The annually published lists of Top Ten Skills Employers Look For don’t change much from year to year. Qualities like “strong work ethic”, “adaptability”, “initiative”, “problem-solving” are always high on the list. How would those employers view a resume whose “experience” section begins: Age 15 –Climbed all of Earth’s highest mountains? Traveling the world in hostile environments requires these teens to manage thousands of details during months of careful planning. Careful planning they know can be upset in an instant if Mother Nature wakes up on the wrong side of the bed. They must possess the ability to make life and death decisions in an instant; keep a calm head and steady hand in the most stressful situations imaginable. So as for future career options? Well, after staring down a 30-foot wave or an icy rock a mile high, pitching a new international client should be a cake walk.
While completing one first aid survival class and handling paperwork prior to departure Dekker lamented, “What a job! Many of these items have nothing to do with my trip at all!” As a result, aside from all the abstract character building, she’s now able to suture a wound, find her way around an engine, and liaise with the international media. Thanks to his trips, climber Jordan Romero has a fairly sophisticated grasp on human physiology. He has to – it keeps him alive. He’s studied how his blood functions at altitude and uses state of the art equipment to monitor his oxygen saturation levels. Understanding how fitness and nutrition affect his ability to perform on the mountain have turned him into an advocate against junk food. Science? Yes indeed. Safe to say, all the aforementioned teens probably have a pretty solid grasp on geography and cartography as well.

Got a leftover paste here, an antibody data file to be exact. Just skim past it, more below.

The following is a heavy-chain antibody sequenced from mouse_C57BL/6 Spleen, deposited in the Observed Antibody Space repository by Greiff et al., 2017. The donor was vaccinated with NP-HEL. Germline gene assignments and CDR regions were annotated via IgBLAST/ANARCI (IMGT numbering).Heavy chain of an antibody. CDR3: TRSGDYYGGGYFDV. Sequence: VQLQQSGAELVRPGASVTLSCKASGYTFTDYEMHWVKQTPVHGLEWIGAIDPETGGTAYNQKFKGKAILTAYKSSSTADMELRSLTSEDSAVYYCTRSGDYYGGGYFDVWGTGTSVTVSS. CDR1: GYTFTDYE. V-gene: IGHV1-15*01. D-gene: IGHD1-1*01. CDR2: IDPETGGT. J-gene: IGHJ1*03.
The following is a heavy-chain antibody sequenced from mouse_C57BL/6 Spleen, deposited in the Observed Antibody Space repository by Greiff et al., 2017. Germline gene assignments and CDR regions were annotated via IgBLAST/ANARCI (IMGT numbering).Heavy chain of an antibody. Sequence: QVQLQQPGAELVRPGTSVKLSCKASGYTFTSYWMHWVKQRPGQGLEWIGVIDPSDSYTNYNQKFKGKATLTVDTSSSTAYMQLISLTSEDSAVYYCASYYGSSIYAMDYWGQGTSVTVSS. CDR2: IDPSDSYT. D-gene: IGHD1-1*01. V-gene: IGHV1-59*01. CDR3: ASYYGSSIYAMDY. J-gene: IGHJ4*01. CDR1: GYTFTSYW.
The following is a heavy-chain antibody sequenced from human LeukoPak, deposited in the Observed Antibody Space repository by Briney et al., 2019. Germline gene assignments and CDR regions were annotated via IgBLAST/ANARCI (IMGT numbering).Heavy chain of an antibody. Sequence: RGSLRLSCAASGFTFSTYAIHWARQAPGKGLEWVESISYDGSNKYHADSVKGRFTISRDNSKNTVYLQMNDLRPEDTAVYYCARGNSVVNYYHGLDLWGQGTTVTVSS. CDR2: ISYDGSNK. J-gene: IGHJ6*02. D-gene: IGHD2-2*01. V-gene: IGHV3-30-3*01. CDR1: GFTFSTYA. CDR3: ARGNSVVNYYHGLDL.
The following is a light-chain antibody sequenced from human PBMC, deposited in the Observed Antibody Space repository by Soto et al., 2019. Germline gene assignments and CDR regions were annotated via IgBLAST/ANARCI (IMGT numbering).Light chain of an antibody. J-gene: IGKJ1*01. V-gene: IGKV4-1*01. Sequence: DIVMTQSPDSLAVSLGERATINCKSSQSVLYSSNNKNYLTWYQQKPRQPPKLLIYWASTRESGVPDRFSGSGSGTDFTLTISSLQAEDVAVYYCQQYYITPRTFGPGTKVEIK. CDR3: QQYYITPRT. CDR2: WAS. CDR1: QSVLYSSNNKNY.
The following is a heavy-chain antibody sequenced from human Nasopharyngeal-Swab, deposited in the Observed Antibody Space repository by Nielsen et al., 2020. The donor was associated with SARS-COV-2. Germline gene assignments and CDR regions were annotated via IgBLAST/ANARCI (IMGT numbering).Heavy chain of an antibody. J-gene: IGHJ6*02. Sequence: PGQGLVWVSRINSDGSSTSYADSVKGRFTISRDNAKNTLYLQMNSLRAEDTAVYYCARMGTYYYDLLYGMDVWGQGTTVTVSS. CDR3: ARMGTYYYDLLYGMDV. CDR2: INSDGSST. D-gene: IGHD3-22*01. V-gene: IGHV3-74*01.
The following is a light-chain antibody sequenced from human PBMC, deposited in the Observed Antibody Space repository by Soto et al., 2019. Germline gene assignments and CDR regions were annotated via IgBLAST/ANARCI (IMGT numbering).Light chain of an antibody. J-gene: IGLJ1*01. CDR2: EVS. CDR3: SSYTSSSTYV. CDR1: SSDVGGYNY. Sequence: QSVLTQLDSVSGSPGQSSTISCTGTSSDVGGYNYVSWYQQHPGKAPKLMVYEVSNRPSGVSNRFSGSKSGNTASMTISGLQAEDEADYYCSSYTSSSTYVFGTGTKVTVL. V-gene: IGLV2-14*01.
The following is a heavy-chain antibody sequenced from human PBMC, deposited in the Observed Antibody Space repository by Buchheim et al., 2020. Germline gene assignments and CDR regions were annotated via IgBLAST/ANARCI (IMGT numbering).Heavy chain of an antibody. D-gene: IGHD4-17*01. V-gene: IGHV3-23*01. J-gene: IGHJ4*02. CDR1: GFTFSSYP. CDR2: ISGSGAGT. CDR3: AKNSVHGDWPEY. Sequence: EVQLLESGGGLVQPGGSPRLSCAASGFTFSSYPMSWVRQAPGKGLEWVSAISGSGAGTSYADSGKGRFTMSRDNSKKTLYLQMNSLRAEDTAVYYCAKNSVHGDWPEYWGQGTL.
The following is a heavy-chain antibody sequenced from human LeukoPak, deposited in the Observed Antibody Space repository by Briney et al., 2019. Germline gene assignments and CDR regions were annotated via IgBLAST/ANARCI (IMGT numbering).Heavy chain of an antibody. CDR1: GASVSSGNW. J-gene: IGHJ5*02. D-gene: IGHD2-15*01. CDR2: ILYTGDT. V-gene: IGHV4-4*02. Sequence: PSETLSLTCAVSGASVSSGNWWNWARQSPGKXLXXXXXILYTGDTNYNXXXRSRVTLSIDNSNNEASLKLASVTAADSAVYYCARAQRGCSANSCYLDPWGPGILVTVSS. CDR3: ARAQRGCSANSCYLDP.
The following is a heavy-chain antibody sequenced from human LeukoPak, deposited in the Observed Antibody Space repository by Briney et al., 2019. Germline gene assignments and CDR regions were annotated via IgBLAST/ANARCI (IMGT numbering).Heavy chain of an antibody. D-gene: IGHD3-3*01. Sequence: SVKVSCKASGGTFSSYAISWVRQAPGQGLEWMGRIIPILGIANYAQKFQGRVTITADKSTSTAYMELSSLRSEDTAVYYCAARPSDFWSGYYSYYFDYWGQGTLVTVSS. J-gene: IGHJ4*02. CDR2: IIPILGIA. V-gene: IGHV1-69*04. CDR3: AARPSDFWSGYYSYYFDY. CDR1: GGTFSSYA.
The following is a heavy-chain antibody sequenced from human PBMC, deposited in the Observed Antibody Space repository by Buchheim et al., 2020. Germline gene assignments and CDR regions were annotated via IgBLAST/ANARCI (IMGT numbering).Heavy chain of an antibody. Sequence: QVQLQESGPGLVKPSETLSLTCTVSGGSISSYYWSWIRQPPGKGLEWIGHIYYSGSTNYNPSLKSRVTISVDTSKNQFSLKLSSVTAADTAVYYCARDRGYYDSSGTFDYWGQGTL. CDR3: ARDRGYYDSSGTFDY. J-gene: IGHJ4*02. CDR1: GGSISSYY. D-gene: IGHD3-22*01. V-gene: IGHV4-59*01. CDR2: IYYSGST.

As one would imagine, supportive parents play starring roles in these tales. Parents that have been barraged with as much condemnation as praise, with critics crying child endangerment or suggesting that the families are media-hungry opportunists bent on pressuring their kids into the record books. However, anyone who’s ever tried to force a headstrong teenager into something they don’t want to do might take issue with that idea. Supportive parents or no, the only way Romero could make it to the top of that snowy, hostile mountain was with a locomotive-force will and burning desire to get there.
These are not athletes. They weren’t born with a natural ability that landed them a $10 million professional contract. Instead, their successes required planning, study, compromise, negotiation, business savvy and guts. After the media spotlight fades for these young people, they’ll be left holding a lockbox full of tools that they can wield to build an endless array of bright futures. All these teens are still pursuing their formal schooling, but Romero describes their education more completely by saying, “The world is my university.”